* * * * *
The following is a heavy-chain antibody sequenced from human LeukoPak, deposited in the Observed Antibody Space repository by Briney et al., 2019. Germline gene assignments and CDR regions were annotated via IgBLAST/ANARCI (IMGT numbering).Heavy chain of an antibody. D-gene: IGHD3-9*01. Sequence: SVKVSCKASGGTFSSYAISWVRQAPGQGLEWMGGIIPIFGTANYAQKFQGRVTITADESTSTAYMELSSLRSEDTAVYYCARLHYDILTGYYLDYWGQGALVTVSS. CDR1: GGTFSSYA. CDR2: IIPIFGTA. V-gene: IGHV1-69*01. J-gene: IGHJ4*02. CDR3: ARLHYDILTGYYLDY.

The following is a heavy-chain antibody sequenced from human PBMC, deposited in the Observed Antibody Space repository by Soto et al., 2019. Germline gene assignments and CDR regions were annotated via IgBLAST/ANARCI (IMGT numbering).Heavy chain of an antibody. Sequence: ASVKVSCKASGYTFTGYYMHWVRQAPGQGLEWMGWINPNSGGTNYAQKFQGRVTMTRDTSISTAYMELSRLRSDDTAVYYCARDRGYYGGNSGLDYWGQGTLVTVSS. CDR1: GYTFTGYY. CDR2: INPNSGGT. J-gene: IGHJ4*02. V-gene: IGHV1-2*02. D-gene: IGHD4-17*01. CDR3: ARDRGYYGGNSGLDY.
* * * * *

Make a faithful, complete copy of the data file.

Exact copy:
The following is a heavy-chain antibody sequenced from human LeukoPak, deposited in the Observed Antibody Space repository by Briney et al., 2019. Germline gene assignments and CDR regions were annotated via IgBLAST/ANARCI (IMGT numbering).Heavy chain of an antibody. D-gene: IGHD3-9*01. Sequence: SVKVSCKASGGTFSSYAISWVRQAPGQGLEWMGGIIPIFGTANYAQKFQGRVTITADESTSTAYMELSSLRSEDTAVYYCARLHYDILTGYYLDYWGQGALVTVSS. CDR1: GGTFSSYA. CDR2: IIPIFGTA. V-gene: IGHV1-69*01. J-gene: IGHJ4*02. CDR3: ARLHYDILTGYYLDY.

The following is a heavy-chain antibody sequenced from human PBMC, deposited in the Observed Antibody Space repository by Soto et al., 2019. Germline gene assignments and CDR regions were annotated via IgBLAST/ANARCI (IMGT numbering).Heavy chain of an antibody. Sequence: ASVKVSCKASGYTFTGYYMHWVRQAPGQGLEWMGWINPNSGGTNYAQKFQGRVTMTRDTSISTAYMELSRLRSDDTAVYYCARDRGYYGGNSGLDYWGQGTLVTVSS. CDR1: GYTFTGYY. CDR2: INPNSGGT. J-gene: IGHJ4*02. V-gene: IGHV1-2*02. D-gene: IGHD4-17*01. CDR3: ARDRGYYGGNSGLDY.